TAIPEI – With a presidential election just a week away, Taiwan’s government, together with local media, researchers and hackers, are stepping up efforts to quash a deluge of fake news – much of which is believed to be coming from China.
On Tuesday (Dec 31), Taiwan’s legislature passed a number of amendments to the Criminal Code to regulate the spreading of misinformation, raising the penalty from under two years behind bars and a fine of NT$1,000 (S$45) to up to NT$200,000 in fines and the same prison time – heavier if the misinformation is spread online or via television, radio or other media.
The problem is considered especially acute in Taiwan.
Along with Latvia, Taiwan has been ranked as the place most affected by foreign online disinformation campaigns in the world in 2019 by the V-Dem Institute, a data analysis centre hosted at the University of Gothenburg, Sweden’s Department of Political Science.
These two places have “the absolute worst scores” when it comes to false information spread by foreign governments, reads V-Dem’s 2019 Annual Democracy Report.
A study published by local non-profit media Voicettank last September observed that during 2018’s local elections, held on the same day as a controversial multi-question referendum, fake political news sent on popular messaging platform Line grew steadily in the two months before election day, and peaked on polling day on Nov 24, 2018.
The data was collected from the number of fake news cases reported by Line users to the fact-checking Line account Cofacts.
According to the study, the numbers dropped right when the elections ended.
Run by g0v, a non-profit online platform created by hackers to promote transparent government information, Cofacts is a Line bot that one can “message” – you send the bot some information you believe might be fake, and the bot will help verify its credibility.
In addition to Taiwan FactCheck Center and Cofacts, a group of Taichung locals created Fakenews Cleaner, a non-profit organisation that holds talks teaching people how to differentiate between real and fake news.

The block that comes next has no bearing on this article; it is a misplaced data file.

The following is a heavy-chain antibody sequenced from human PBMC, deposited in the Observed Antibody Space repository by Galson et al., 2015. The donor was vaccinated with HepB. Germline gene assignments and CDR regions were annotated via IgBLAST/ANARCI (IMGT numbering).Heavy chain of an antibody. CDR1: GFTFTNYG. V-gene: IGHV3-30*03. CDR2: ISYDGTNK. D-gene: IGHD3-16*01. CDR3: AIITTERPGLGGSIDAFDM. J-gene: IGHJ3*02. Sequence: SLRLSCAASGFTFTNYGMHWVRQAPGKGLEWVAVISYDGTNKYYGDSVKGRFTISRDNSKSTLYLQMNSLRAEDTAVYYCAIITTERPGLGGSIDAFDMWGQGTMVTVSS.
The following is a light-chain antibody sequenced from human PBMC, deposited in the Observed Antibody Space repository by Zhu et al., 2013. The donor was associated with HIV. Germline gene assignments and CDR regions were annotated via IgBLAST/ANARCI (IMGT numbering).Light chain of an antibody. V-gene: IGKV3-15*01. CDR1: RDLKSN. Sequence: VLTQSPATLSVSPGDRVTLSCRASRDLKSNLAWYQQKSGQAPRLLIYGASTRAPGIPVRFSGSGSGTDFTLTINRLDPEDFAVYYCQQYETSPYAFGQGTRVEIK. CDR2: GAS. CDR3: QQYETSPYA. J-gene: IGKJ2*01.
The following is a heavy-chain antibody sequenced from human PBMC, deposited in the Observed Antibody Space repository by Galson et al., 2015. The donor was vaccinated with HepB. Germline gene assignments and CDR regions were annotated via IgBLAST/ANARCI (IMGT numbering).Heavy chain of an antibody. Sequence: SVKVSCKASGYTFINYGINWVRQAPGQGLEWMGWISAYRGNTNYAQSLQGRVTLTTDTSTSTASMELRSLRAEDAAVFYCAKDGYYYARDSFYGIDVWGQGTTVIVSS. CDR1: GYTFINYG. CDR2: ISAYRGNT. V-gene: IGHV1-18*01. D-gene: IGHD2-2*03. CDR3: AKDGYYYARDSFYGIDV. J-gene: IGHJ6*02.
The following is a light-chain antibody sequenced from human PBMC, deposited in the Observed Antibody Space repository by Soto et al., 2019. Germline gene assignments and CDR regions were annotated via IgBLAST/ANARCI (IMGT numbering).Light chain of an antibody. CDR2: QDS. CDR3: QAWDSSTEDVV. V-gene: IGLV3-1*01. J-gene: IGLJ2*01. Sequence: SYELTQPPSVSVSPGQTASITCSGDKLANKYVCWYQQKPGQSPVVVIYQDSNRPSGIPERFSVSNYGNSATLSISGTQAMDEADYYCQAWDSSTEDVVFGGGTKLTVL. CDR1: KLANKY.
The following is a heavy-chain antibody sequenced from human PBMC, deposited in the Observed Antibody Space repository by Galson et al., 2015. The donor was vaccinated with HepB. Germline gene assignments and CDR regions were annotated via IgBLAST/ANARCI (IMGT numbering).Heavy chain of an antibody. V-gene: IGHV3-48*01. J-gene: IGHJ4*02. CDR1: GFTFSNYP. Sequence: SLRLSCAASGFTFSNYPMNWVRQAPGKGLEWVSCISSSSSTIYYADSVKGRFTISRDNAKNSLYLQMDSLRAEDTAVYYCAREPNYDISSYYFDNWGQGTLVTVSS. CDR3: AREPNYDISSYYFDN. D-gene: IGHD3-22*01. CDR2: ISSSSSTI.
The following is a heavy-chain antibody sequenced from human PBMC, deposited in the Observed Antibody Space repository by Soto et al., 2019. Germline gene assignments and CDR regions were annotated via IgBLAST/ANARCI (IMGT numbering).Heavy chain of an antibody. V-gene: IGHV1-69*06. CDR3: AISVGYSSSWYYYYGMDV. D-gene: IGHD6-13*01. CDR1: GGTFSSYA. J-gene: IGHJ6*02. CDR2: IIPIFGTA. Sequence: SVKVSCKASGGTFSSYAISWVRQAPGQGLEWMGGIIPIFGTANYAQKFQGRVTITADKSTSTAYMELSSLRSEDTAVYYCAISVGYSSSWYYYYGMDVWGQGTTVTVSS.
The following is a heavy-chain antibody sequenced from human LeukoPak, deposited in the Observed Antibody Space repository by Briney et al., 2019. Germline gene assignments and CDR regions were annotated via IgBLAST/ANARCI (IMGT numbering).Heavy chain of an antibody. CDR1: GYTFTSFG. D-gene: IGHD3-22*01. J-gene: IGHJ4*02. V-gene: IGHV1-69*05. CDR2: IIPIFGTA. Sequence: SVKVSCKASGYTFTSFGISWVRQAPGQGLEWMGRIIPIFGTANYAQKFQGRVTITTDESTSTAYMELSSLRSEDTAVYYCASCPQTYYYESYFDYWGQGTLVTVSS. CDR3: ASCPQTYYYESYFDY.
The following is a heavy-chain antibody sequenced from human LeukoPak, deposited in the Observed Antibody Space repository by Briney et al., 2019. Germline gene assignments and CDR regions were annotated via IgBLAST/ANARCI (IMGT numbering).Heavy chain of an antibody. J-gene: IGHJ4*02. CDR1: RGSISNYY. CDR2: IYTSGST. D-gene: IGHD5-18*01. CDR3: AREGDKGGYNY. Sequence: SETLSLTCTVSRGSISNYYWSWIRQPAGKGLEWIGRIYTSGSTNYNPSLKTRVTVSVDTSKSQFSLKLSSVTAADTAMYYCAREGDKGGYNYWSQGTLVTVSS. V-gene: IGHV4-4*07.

It also reaches out to older smartphone users who might not have access to fact-checking resources.
Ms Valerie Wang, 29, expressed exasperation at Line messages from her father that she says often contain fake political news, usually forwarded by his friends.
“When I try to get him to fact-check these messages, he just replied, ‘only takes a second to forward but 10 minutes to verify’ – I can’t believe he said that.”
Mr Lee, a 30 year-old Taiwanese man who asked to be identified by his surname only, said: “My family group chat is like that, too.”
Like Ms Wang’s father, Mr Lee’s elders usually send negative messages about President Tsai Ing-wen or her pro-independence Democratic Progressive Party to the chat group.
“But relatives my age mostly choose not to respond (to such messages). Our elders will think information that contradicts their political beliefs is the actual fake news and will stop the conversation.”
The focus is not just on fake news believed to be from China – local politicians are also being scrutinised.
In a recent presidential debate, online news site READr, The News Lens, Taiwan Environmental Information Association and others collaborated on a joint fact-checking project that verified every statement made by the candidates, grading them as “entirely correct”, “partially correct”, or “false”, and followed up with supporting evidence. Several local news outlets also conducted their own fact-checking in real time.
Still a work in progress, READr’s current results show Ms Tsai in the lead with 92 per cent of her claims factually correct, with Kuomintang candidate Han Kuo-yu at 40 per cent, and People First Party chairman James Soong at 25 per cent.
Mr Lee thinks spreading fake news is something that exists among the supporters of both camps.